Summers, D.

K. Gates, D. Summers, and T. E. Batchman, “Semiconductor clad optical waveguides,” in Proceedings of Southeastcon '80 (IEEE, 1980), pp. 151–154.

Taflove, A.

A. Taflove and S. C. Hagness, Computational Electrodynamics: The Finite-Difference Time-Domain Method, 3rd ed. (Artech House, 2005).

Tien, P. K.

Weast, R. C.

R. C. Weast, Handbook of Chemistry and Physics (CRC Press, 1977).

Winick, K. A.

Zhou, W.

T. K. Saha and W. Zhou, “High efficiency diffractive grating coupler based on transferred silicon nanomembrane overlay on photonic waveguide,” J. Phys. D 42, 085115 (2009).
[CrossRef]

Appl. Opt. (2)

IEE Proc. J. Optoelectronics (2)

H. Kumagami and M. Koshiba, “Frequency response of silicon-clad planar diffused optical waveguides,” IEE Proc. J. Optoelectronics 138, 249–252 (1991).
[CrossRef]

M. F. Khodr, J. J. Sluss,, and T. E. Batchman, “Modal analysis of PbSe-clad optical waveguides,” IEE Proc. J. Optoelectronics 142, 183–189 (1995).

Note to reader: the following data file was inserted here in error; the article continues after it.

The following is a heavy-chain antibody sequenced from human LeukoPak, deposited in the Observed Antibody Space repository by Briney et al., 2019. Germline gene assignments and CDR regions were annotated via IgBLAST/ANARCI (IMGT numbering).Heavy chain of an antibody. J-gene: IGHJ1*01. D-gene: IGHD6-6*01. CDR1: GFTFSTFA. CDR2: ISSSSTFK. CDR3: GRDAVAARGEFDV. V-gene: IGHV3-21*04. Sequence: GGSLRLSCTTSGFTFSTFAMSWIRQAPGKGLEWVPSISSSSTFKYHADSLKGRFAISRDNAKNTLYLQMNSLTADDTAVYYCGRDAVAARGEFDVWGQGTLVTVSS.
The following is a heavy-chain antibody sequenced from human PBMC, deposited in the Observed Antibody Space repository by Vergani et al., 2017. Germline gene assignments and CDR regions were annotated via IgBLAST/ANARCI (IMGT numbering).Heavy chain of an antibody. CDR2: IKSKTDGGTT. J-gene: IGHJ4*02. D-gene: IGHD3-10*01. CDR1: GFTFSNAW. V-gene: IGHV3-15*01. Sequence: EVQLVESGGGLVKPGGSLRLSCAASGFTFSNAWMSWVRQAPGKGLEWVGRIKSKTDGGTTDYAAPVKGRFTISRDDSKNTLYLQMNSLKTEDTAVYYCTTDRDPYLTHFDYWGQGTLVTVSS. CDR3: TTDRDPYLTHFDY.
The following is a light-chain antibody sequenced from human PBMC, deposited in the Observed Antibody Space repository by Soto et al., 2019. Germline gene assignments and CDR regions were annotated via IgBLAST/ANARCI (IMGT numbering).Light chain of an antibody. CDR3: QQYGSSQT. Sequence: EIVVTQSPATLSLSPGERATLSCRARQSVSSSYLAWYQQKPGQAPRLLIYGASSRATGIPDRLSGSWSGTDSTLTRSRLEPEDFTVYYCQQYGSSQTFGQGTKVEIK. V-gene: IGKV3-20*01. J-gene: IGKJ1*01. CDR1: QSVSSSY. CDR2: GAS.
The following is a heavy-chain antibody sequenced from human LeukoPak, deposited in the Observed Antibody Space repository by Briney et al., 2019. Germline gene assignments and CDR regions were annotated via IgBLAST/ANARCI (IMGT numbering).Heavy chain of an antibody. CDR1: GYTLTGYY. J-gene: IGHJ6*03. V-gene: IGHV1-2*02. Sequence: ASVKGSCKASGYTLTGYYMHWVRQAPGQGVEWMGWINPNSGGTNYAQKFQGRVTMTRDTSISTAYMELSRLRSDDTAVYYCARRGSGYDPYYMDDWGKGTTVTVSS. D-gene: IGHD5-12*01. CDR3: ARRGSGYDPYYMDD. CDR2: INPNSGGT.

[CrossRef]

IEEE J. Quantum Electron. (1)

T. E. Batchman and G. McWright, “Mode coupling between dielectric and semiconductor planar waveguides,” IEEE J. Quantum Electron. 18, 782–788 (1982).
[CrossRef]

J. Phys. D (1)

T. K. Saha and W. Zhou, “High efficiency diffractive grating coupler based on transferred silicon nanomembrane overlay on photonic waveguide,” J. Phys. D 42, 085115 (2009).
[CrossRef]

Proc. SPIE (1)

K. E. Medri and R. C. Gauthier, “Patterned overlays: thin silicon layer applied to glass waveguides,” Proc. SPIE 7943, 0L-1–0L-12 (2011).

Other (6)

K. Okamoto, Fundamentals of Optical Waveguides, 2nd ed. (Academic, 2005).

C. Cohen-Tannoudji, B. Diu, and F. Laloe, Quantum Mechanics (Wiley, 1977).

G. Agrawal, Lightwave Technology: Components and Devices (Wiley, 2004).

A. Taflove and S. C. Hagness, Computational Electrodynamics: The Finite-Difference Time-Domain Method, 3rd ed. (Artech House, 2005).

R. C. Weast, Handbook of Chemistry and Physics (CRC Press, 1977).

K. Gates, D. Summers, and T. E. Batchman, “Semiconductor clad optical waveguides,” in Proceedings of Southeastcon '80 (IEEE, 1980), pp. 151–154.